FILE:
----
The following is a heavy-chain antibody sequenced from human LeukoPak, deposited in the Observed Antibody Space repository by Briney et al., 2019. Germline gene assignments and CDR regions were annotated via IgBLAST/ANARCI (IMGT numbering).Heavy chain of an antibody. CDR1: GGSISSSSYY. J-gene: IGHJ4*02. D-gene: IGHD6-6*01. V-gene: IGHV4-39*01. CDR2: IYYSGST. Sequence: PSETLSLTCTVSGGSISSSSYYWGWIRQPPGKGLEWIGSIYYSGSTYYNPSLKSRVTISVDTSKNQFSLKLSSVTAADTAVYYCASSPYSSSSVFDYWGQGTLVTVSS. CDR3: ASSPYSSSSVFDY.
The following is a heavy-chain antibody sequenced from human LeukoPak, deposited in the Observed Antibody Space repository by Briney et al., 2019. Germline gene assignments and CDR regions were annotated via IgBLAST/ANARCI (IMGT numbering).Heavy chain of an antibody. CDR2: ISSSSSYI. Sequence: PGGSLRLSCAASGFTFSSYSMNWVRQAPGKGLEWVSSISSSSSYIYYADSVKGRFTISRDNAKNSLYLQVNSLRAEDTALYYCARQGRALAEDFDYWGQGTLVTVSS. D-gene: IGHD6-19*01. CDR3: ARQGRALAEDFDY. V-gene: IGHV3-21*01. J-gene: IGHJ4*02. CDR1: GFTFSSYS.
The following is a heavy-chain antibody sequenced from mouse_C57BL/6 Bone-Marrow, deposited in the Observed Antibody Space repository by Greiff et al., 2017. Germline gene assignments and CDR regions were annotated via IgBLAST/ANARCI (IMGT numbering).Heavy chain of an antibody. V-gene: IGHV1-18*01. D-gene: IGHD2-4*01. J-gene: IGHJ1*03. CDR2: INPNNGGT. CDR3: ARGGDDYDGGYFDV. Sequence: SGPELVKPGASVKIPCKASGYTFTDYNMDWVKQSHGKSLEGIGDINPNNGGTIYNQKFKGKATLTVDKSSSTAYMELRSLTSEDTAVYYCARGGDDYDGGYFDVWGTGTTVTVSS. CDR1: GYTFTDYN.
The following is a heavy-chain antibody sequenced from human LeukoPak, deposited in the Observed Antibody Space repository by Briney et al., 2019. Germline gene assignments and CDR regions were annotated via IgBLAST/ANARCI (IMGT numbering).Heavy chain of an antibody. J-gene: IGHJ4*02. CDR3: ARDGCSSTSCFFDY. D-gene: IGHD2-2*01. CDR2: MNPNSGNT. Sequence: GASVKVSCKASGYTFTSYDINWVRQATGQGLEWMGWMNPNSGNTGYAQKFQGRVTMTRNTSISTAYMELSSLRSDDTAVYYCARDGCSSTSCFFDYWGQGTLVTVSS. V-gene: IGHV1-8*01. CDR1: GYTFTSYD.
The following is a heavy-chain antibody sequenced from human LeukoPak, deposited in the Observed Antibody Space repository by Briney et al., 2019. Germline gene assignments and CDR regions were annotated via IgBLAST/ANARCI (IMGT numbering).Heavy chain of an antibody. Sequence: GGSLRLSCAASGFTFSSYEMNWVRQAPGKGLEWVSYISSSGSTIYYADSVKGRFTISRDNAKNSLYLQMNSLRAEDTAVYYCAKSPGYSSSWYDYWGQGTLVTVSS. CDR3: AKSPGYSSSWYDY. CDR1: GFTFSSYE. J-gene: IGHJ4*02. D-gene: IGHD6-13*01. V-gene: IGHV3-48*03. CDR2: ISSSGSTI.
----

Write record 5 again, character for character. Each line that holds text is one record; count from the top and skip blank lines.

The following is a heavy-chain antibody sequenced from human LeukoPak, deposited in the Observed Antibody Space repository by Briney et al., 2019. Germline gene assignments and CDR regions were annotated via IgBLAST/ANARCI (IMGT numbering).Heavy chain of an antibody. Sequence: GGSLRLSCAASGFTFSSYEMNWVRQAPGKGLEWVSYISSSGSTIYYADSVKGRFTISRDNAKNSLYLQMNSLRAEDTAVYYCAKSPGYSSSWYDYWGQGTLVTVSS. CDR3: AKSPGYSSSWYDY. CDR1: GFTFSSYE. J-gene: IGHJ4*02. D-gene: IGHD6-13*01. V-gene: IGHV3-48*03. CDR2: ISSSGSTI.